7 Serious Health Concerns That Also Affect Your Teeth

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Mouth and Body Go Hand-in-Hand

Did you know that poor oral health care can be the cause of many different health issues within your body itself?  There are many connections between taking care of your mouth, teeth and gums and the rest of your body.

People with gum disease have a 40% increased risk of developing a chronic health condition. Bacterial build up on your teeth and gums give you a greater probability of infection which may then spread throughout other areas of your body.

Common Health Issues That Affect Oral Health

  • Diabetes: causes oral inflammation and affects the body’s ability to process sugar.
  • Heart Disease: about 91% of those with heart disease are also found to have periodontitis. Inflammation in the mouth corresponds with the inflammation of blood vessels which then leads to less blood flow causing an increase in blood pressure.  There is also a chance of plaque that is attached to the blood vessel itself, breaking off and traveling to the heart and/or brain resulting in a heart attack or stroke.
  • Issues during Pregnancy: pregnant women with gum disease run the risk of premature birth, low birth weight, and susceptible to developmental issues such as learning disorders, lung and heart conditions.
  • Osteoporosis: osteoporosis, like periodontitis, causes bone loss. It’s common for those with osteoporosis to also have some degree of gum disease.
  • Rheumatoid Arthritis: those with rheumatoid arthritis battling gum disease have found gum disease treatment may also reduce overall body pain in regards to their arthritic symptoms.
  • Smoking: bad for your health, both overall and oral.  Nicotine interferes with your gums’ ability to fight infection.  This also extends the recovery period for those gum infection treatments.
  • Obesity: those with 20% or higher body fat percentage have been linked to rapid progression of gum disease.

Taking excellent care of your oral health has a positive domino effect for the rest of your body.  Same can be said with your body – taking care of your health and body can positively affect your mouth, teeth and gums.
If you care about your health and yourself, you in-turn need to care about your mouth. Be true to your teeth, or they will be false to you!

Dr. Poriya Dokhanchi

Bay Area Dental Group

2001 Union St., Ste 690

San Francisco, CA 94123

Phone: 415-921-9210

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How Focusing on These 3 Points Will Help You Spring Out of the Winter Blues!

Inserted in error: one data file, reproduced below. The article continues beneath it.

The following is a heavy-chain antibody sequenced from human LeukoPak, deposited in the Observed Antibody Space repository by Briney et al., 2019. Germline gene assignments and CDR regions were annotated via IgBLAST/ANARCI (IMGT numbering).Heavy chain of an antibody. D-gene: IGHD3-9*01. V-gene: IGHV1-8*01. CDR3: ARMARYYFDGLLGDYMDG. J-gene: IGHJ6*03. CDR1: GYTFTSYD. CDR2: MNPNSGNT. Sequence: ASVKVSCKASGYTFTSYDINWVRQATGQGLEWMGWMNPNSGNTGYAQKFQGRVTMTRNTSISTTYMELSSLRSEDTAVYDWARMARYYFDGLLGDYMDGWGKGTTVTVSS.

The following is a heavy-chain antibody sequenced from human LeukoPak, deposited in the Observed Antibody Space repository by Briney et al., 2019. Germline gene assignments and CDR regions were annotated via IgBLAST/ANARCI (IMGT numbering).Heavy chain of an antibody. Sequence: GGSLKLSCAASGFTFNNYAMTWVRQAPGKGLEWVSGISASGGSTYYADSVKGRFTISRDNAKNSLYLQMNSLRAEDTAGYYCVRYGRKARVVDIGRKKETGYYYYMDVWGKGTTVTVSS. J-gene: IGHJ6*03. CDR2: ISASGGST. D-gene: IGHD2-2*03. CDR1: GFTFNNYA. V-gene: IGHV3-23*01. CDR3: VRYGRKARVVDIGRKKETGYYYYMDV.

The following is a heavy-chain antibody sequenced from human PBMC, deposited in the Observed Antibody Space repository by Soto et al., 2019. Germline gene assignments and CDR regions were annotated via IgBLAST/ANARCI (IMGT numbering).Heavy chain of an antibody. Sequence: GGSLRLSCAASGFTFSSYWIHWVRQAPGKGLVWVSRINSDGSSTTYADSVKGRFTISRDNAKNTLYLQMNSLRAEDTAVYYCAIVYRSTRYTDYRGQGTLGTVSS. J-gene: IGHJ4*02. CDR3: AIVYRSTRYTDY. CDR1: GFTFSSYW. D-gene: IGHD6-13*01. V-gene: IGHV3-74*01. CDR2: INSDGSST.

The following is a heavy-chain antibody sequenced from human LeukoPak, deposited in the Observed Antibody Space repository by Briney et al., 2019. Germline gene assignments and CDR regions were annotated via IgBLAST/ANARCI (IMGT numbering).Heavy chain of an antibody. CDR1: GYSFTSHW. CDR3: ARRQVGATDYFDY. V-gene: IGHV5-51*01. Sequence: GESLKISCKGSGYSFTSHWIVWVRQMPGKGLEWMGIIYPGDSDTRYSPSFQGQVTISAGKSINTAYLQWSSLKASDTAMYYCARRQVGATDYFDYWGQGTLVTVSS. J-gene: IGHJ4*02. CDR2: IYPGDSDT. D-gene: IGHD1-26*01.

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Happy Spring 2015

March Blog

As we move out of winter, you may be changing your frame of mind from “Snuggly winter days…” to “Time for spring cleaning!” Have you ever considered a dental spring cleaning?  If you can spring clean your home, why not your teeth?!  Here are three easy points to focus on:

  1. Healthy eating
  2. Tooth care
  3. Dental check-up

Healthy Eating

When your tummy rumbles, instead of reaching for a bag of chips, grab some veggie sticks or slice up an apple!  We understand the convenience of snack foods as well as the deal you get when purchasing a bulk pack.  But most of these things lack nutritional value and do not fare well on your body, health or mouth.  Create a goal to reach for a healthy snack to fill the nutritional craving your body is after.  Your waistline and teeth will thank you!

Foods that are high in sugar wreak havoc on your teeth contribute to the start of cavities.  Food consistency also plays a role in oral health. Very hard foods can harm the surfaces of your teeth, and there’s also the potential to cause significant damage by cracking or chipping a tooth!

Reach For                                                                  Pass On

Fruits Sodas
Veggies Candy
Whole Grains Chips
Nuts Ice Cream
Skinless Chicken Sugary Cereals
Non-Breaded Fish Hard and Sticky Foods
Low Fat/ Fat Free Yogurt Cookies
Low Fat/ Fat Free Cheese Cakes/ Pies

Tooth Care

When brushing your teeth spend the full 2 minutes taking care to cover the front and back of each individual tooth. Before finishing up – give your tongue a once over as well! Many toothbrushes have a built in tongue brusher on the back of the toothbrush head.  Toothbrushes do wear out.  They can fray and lose the sturdiness to properly clean your teeth.  Toothbrushes should be replaced about every three months.